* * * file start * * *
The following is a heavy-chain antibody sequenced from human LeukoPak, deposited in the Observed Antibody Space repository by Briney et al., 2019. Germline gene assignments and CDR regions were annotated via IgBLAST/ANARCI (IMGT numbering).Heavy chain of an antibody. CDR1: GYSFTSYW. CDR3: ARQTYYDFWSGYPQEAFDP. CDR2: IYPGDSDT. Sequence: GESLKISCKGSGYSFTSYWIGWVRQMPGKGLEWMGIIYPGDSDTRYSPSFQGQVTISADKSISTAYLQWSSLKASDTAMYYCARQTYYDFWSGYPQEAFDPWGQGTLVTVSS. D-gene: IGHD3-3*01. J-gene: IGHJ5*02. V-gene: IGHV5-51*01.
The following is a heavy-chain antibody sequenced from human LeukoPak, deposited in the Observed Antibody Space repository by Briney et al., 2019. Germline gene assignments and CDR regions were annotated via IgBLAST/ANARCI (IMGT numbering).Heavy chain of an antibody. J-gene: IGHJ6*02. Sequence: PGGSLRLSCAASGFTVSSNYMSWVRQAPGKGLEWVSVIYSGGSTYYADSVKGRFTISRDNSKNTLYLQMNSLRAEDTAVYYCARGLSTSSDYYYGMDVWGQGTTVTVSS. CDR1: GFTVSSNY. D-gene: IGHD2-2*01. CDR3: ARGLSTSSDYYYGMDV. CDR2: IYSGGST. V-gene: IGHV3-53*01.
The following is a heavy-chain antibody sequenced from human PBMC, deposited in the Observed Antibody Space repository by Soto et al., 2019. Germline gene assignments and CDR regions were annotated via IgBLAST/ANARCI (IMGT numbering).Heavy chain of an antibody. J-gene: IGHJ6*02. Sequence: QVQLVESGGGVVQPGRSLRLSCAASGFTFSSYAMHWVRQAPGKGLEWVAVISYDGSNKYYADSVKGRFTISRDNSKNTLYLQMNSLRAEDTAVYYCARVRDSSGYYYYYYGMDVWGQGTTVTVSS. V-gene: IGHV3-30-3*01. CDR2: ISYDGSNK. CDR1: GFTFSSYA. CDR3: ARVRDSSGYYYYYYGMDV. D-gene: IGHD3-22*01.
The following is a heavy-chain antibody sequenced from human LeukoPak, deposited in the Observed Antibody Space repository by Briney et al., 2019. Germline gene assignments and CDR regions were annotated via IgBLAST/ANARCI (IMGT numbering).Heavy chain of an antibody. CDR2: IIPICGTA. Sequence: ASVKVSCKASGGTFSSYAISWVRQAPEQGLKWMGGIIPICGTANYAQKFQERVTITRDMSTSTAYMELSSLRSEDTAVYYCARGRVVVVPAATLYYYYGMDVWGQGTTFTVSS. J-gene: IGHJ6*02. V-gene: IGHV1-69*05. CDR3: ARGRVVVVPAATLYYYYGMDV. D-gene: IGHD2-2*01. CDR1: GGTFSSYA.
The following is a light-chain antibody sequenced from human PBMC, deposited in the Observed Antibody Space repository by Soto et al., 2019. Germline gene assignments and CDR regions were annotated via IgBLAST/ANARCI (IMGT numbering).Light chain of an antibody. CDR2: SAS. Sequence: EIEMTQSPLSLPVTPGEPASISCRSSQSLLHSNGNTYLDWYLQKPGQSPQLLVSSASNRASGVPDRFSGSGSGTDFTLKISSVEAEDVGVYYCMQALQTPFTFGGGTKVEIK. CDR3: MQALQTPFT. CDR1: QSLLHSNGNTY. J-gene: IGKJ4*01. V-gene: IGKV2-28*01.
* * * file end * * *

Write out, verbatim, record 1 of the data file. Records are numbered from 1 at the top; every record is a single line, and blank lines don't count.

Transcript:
The following is a heavy-chain antibody sequenced from human LeukoPak, deposited in the Observed Antibody Space repository by Briney et al., 2019. Germline gene assignments and CDR regions were annotated via IgBLAST/ANARCI (IMGT numbering).Heavy chain of an antibody. CDR1: GYSFTSYW. CDR3: ARQTYYDFWSGYPQEAFDP. CDR2: IYPGDSDT. Sequence: GESLKISCKGSGYSFTSYWIGWVRQMPGKGLEWMGIIYPGDSDTRYSPSFQGQVTISADKSISTAYLQWSSLKASDTAMYYCARQTYYDFWSGYPQEAFDPWGQGTLVTVSS. D-gene: IGHD3-3*01. J-gene: IGHJ5*02. V-gene: IGHV5-51*01.